Peacock upbeat on probationer jobs

Ministers have promised newly qualified teachers that they will have almost 500 new jobs to apply for - while admitting to concerns that councils may divert the cash intended to make that happen.

Peter Peacock, Education Minister, has confirmed the extra funding for more teaching jobs, first reported in The TES Scotland on June 23. At an event organised by the General Teaching Council for Scotland, Mr Peacock sought to reassure probationers who had just finished their induction year that their prospects were good. He said he had been able to persuade cabinet colleagues to release pound;14.5 million in June to pay for almost 500 new jobs.

But it has emerged that the minister's department has written to authorities warning them that priority must be given to the Scottish Executive's priorities of cutting class sizes to 25 in P1 and limiting S1-S2 English and maths classes to 20 pupils.

"Evidence will be required as to the employment effect additional funds have had, should auditors need access to confirm how the funds have been applied," Donald Henderson, head of the education department's teachers division, told directors of education and finance.

But Mr Henderson conceded that councils would have "a degree of flexibility in how the additional teachers are deployed".

The extra cash is on top of an extra pound;18 million the executive had already invested this year to train enough newcomers to meet its target of 53,000 teachers by 2007 - bringing the total to pound;32.5 million, equivalent to 1,250 new jobs.

Next year, the executive would be investing a further pound;44 million in creating jobs, Mr Peacock said. "We found flexibility in the budget before the end of the school term - an extra pound;14 million - so we can accelerate progress to cutting class sizes," he told new teachers. "You will see more jobs advertised."

His comments came as a survey of authorities by The TES Scotland at the end of last term showed that hundreds of probationers had still not been offered jobs for the following year. The problem appeared to be most acute in the central belt. One council, Renfrewshire, had employed none of its 70 probationers and the best it could offer was eight posts "in the near future".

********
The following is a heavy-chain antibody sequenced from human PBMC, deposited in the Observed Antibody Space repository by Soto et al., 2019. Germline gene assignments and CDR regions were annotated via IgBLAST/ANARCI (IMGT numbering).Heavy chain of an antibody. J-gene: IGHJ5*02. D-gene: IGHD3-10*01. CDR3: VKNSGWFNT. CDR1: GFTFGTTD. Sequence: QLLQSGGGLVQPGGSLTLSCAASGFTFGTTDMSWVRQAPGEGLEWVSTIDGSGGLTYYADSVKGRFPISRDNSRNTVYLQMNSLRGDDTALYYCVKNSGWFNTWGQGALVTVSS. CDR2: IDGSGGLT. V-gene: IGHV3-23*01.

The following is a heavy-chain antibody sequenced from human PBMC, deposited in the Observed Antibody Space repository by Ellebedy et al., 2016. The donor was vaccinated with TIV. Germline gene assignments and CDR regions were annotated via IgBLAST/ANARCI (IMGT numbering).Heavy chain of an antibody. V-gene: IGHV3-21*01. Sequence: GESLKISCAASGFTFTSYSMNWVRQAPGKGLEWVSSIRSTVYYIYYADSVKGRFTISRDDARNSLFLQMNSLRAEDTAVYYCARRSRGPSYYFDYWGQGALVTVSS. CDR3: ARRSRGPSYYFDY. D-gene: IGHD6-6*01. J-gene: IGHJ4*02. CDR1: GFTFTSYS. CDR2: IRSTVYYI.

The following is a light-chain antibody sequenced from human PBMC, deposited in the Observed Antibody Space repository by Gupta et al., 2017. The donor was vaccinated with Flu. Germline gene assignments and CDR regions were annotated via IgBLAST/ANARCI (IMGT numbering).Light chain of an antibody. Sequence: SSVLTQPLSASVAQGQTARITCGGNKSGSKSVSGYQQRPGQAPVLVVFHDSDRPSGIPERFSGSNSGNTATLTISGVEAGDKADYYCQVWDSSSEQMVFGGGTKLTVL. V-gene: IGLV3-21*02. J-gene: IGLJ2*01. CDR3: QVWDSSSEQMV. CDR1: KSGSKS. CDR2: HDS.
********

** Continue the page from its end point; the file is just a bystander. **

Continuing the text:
By contrast, more rural authorities, which have traditionally struggled to fill vacancies and provide supply cover, were offering permanent posts to high numbers of probationers.

Mr Peacock told the new teachers: "This time of year for probationers is a very anxious time because people are searching for that permanent job in teaching. You come from a year when you have been guaranteed a year's job as a probationer. For a period you are not necessarily guaranteed a job in the place that you want or the time that you want.

"But I have checked and most people do get permanent or temporary contracts. I do recognise that uncertainty. It is no different from what it has been in previous years, but there are more of you. We are training more teachers than ever. We have clear priorities in mind: we want to cut class sizes, but as a consequence of that, there are more teachers coming into the system."

His comments were echoed by Matthew MacIver, chief executive of the GTC. Mr MacIver told the new teachers: "It upsets me when people criticise the new system because it is simply so much better. Your colleagues five years ago had to go through astonishing hoops. Over half of probationers then floated from school to school taking years and years to gain full registration because there were no full-time jobs.

"The Olympic champion was a primary teacher who had 132 primary jobs before getting full registration; in secondary, it was a chemistry teacher who taught in 66 separate departments."

Mr MacIver said: "We have improved the system quite immeasurably - an enormous amount of public investment is going into the induction system."

He added that each year there were scare stories about hundreds of probationers not getting jobs, but the actual evidence suggested otherwise.

The GTC's annual survey of probationers showed that, by September last year, 70 per cent of probationers had found permanent posts, 74 of them teaching in the same authority they had had their induction year in.

"That is an interestingly reassuring figure. It means that local authorities are taking their roles seriously.

"Nevertheless, some of you will end up on supply, and some will not have permanent posts and will cover long-term sickness and maternity. By the second year, most of you will be in permanent posts."

Mr MacIver urged the new intake not to be apologetic about being a teacher.

"Talk it up, speak it up in front of the staffroom cynics who will try and make you like them, and promote it to friends who will just talk about the long holidays," he said.

He added: "You have got to change the philosophy that the very people who tell young people not to become teachers are the teachers themselves."

Mr MacIver pointed out that teachers were not turning their backs on the profession - only 0.6 per cent were doing so.

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